For years I struggled to find the peace I really wanted.
You know the dream:
And to live every moment without being distracted by the past or the future.
One of the reasons I was never truly at peace was because of one recurring problem: I couldn’t learn to “accept” where I was without wishing it were different.
Because avoiding and fighting against what is happening inside you only makes it worse.
Unfortunately, acceptance is also really hard to cultivate. We’re practically wired to not accept the moment if it’s not 100% comfortable.
So, what can we do?
Known as Japan’s greatest ever swordsman, he wrote these 21 rules two weeks before his death.
Each rule teaches you to accept your circumstances in life, detach from outside forces you can’t control and be comfortable with who you are.
I find these rules powerful because the only way to cultivate acceptance is through continued practice in your actions and your attitude. The two things we actually have control over.
And these rules give you the necessary guidelines to do just that.
It might take months to rewire your brain, but it’s well worth it.
Check them out:
1) Accept everything just the way it is.
Acceptance is perhaps the most important attitude to overcome mental challenges in life.
It’s a state of mind. There’s no destination or goal with acceptance. It’s merely the process of exercising the mind to be tolerant of anything life throws at us.
Why is it powerful?
Because instead of fighting against negative emotions like anxiety and stress, you’re actually accepting them the way they are. You’re not bitter, and you’re not creating more negativity out of your negativity.
Through acceptance, you pave the path for negative emotions like anxiety to become less powerful. You’re not fighting against them and making them worse.
But to be clear: Acceptance is not the following: It’s not indifference or apathy. It does not involve giving up or not trying. It’s simply about accepting things without judging them.
It is what it is. Whatever happens, happens. It’s about being patient and allowing the natural flow of things to take place.
2) Do not seek pleasure for its own sake.
As humans, we’re unhappiest when we become dissatisfied with what we have, and decide that we want more.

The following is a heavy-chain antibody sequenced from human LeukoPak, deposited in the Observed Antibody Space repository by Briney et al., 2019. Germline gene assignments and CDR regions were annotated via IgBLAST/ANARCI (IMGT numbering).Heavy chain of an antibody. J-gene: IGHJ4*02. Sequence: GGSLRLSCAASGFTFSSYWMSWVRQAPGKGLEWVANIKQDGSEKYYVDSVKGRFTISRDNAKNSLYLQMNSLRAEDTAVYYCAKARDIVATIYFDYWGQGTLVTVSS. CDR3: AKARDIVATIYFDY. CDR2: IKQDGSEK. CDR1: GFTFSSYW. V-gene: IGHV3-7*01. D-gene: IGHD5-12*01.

When we seek pleasure for pleasure’s sake, we put ourselves in an endless loop of desiring that’s only temporarily satisfied when we experience that pleasure.
But feelings don’t last forever. And before you know it, you’ll be back desiring again.
This doesn’t mean you can’t have fun and enjoy pleasure when you experience it. It just means you won’t constantly be seeking pleasure for its own sake. You appreciate what you have in every moment, and sometimes that will be pleasurable emotions.
But you also won’t be unhappy when you aren’t experiencing pleasure.
3) Do not, under any circumstances, depend on a partial feeling.
Same as above, feelings don’t last forever. Emotions are transient. You won’t be happy all the time, and wanting to be so will only make you unhappy.
4) Think lightly of yourself and deeply of the world.
When you think of yourself too much, you amplify your ego and your insecurities.
Happy people are the ones who focus on helping others. There’s a beautiful Chinese Proverb which describes this perfectly:
“If you want happiness for an hour, take a nap. If you want happiness for a day, go fishing. If you want happiness for a year, inherit a fortune. If you want happiness for a lifetime, help somebody.”
In other words: Be humble, don’t take yourself too seriously and focus on helping others.
5) Be detached from desire your whole life long.
Buddhism says that desiring leads to suffering. Why? Because when you’re desiring, you’re dissatisfied with what you have right now.
And when you get what you want, this leads you down an endless loop of desiring.
If you can forget about the idea of wanting, you can learn to be comfortable and grateful for what you have right now, which is key to inner peace.
6) Do not regret what you have done.
Regret is a useless emotion, isn’t it? You can’t change what’s happened. Yes, you can learn from what happened, but that doesn’t involve experiencing regret.
I know that sometimes we can’t help but regret things in life, but it’s important not to dwell on it. It’s useless to do so.